GPs fear Northern Ireland budget imposition
Plans for the UK Government to impose a budget on Northern Ireland after the latest power-sharing talks broke down is the ‘worst of all worlds’ for general practice, according to the countries leading GP.
Dr Tom Black told Pulse that having the budget signed off but with no direct rule meant there would be no one to solve the severe problems facing the NHS.
‘If we thought things were bad they just got a lot worse,’ he said.
‘We have no assembly and now we have a budget being passed without resorting to direct rule.
‘We have primary and secondary care in crisis but none of the responsible politicians in Belfast or London feel that they're actually responsible to the extent that they might actually do a days work on fixing the problems.’
Northern Ireland secretary James Brokenshire said he would take steps to introduce a budget bill to Parliament because public services were running out of resources.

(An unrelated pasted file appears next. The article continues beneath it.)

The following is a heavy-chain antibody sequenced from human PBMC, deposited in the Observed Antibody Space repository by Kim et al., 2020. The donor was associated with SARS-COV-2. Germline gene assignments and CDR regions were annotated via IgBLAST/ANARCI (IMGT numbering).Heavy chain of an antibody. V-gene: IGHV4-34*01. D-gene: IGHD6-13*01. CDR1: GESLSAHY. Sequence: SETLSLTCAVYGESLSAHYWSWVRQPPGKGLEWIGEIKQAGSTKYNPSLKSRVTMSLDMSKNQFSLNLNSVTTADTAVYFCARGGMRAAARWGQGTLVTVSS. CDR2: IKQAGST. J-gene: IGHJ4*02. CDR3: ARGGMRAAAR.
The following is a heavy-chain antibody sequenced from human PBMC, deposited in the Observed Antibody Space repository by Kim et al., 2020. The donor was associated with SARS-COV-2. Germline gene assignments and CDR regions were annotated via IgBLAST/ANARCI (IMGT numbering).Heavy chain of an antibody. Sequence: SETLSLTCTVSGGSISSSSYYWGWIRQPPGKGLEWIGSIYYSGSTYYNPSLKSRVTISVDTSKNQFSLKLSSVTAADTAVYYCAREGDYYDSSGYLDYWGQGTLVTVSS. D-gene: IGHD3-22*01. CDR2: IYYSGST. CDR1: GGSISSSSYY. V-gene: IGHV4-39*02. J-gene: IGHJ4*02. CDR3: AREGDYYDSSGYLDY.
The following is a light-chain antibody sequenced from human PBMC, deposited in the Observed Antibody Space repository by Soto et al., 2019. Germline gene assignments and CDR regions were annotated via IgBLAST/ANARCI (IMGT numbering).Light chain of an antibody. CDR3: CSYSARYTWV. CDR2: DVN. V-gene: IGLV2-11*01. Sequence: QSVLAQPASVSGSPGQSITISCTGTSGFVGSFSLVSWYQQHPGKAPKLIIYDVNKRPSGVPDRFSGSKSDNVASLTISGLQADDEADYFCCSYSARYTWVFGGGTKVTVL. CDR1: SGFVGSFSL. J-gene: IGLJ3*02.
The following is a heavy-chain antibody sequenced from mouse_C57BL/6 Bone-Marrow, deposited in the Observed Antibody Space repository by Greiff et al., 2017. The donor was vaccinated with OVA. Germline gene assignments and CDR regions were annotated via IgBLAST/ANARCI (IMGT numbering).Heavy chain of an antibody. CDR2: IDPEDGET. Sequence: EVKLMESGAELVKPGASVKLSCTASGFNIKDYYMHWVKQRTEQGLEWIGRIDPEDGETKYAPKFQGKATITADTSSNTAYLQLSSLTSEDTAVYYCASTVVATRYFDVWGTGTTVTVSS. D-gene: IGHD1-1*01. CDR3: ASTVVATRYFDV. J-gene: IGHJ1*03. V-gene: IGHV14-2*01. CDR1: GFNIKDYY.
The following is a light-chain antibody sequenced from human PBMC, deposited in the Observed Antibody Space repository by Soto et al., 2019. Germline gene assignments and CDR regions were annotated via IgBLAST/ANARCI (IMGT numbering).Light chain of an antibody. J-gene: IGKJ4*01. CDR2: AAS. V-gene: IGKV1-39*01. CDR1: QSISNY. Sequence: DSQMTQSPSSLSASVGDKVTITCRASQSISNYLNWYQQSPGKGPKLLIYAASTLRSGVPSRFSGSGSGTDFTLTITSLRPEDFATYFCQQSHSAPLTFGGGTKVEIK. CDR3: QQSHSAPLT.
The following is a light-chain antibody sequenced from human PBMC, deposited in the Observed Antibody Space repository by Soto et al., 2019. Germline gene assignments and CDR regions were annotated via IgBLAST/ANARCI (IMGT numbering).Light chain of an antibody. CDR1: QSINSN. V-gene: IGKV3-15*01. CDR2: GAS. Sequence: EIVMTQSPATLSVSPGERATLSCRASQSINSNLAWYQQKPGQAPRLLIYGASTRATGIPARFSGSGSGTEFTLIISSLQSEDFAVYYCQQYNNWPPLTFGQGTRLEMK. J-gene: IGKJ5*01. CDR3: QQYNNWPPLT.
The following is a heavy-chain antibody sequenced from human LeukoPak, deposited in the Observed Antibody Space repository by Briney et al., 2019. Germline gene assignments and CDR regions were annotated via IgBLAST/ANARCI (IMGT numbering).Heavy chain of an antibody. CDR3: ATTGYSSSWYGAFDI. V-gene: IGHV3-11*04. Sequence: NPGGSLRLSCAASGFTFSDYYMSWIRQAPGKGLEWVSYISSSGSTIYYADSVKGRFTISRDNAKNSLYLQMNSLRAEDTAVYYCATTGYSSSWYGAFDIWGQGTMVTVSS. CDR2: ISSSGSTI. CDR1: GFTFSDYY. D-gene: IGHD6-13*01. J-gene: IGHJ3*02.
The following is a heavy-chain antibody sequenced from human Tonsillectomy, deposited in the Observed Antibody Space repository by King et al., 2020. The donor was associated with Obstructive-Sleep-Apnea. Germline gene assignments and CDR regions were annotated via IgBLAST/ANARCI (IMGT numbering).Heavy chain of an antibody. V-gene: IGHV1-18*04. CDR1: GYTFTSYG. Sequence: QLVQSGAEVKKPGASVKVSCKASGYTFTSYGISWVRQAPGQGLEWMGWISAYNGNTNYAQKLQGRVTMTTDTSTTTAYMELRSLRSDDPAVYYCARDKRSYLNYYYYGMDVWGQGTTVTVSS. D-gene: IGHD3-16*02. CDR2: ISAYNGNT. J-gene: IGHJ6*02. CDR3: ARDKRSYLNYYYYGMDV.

There has been a 10-month deadlock that has left civil servants in charge but unable to make key policy decisions.
While Dr Black said he would prefer a local politician, in the absence of an assembly, Westminster needed to step in and start making strategic decisions.
‘The body politic of Northern Ireland is a disgrace and the government in London need to step up and assume their responsibilities.
‘I need a politician from somewhere to take strategic decisions.
‘There appears to be no hope of implementing the GP rescue plan or starting the transformation of the health service that's needed.’
A rescue plan for general practice was signed off by ministers in December 2016 but the collapse of the power sharing government has meant no further action.
The BMA is still collecting undated resignations from practices after the profession voted unanimously to walk away from the NHS.